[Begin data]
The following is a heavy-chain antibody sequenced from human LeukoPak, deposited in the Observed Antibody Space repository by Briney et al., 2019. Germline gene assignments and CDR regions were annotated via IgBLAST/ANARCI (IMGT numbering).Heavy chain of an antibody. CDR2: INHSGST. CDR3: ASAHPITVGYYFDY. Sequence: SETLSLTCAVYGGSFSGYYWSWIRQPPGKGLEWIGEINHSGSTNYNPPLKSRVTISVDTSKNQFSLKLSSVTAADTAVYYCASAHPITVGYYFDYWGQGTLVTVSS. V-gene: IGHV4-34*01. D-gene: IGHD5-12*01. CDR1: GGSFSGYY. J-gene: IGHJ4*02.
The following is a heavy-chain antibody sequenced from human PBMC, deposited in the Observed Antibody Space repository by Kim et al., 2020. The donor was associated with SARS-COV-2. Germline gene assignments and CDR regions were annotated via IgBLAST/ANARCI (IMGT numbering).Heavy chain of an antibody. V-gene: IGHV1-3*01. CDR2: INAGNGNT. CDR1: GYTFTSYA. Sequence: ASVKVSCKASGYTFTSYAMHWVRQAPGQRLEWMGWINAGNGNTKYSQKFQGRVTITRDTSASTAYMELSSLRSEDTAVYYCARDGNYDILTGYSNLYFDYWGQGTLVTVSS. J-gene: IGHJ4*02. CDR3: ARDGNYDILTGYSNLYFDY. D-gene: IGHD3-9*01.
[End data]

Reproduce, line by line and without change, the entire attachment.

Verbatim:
The following is a heavy-chain antibody sequenced from human LeukoPak, deposited in the Observed Antibody Space repository by Briney et al., 2019. Germline gene assignments and CDR regions were annotated via IgBLAST/ANARCI (IMGT numbering).Heavy chain of an antibody. CDR2: INHSGST. CDR3: ASAHPITVGYYFDY. Sequence: SETLSLTCAVYGGSFSGYYWSWIRQPPGKGLEWIGEINHSGSTNYNPPLKSRVTISVDTSKNQFSLKLSSVTAADTAVYYCASAHPITVGYYFDYWGQGTLVTVSS. V-gene: IGHV4-34*01. D-gene: IGHD5-12*01. CDR1: GGSFSGYY. J-gene: IGHJ4*02.
The following is a heavy-chain antibody sequenced from human PBMC, deposited in the Observed Antibody Space repository by Kim et al., 2020. The donor was associated with SARS-COV-2. Germline gene assignments and CDR regions were annotated via IgBLAST/ANARCI (IMGT numbering).Heavy chain of an antibody. V-gene: IGHV1-3*01. CDR2: INAGNGNT. CDR1: GYTFTSYA. Sequence: ASVKVSCKASGYTFTSYAMHWVRQAPGQRLEWMGWINAGNGNTKYSQKFQGRVTITRDTSASTAYMELSSLRSEDTAVYYCARDGNYDILTGYSNLYFDYWGQGTLVTVSS. J-gene: IGHJ4*02. CDR3: ARDGNYDILTGYSNLYFDY. D-gene: IGHD3-9*01.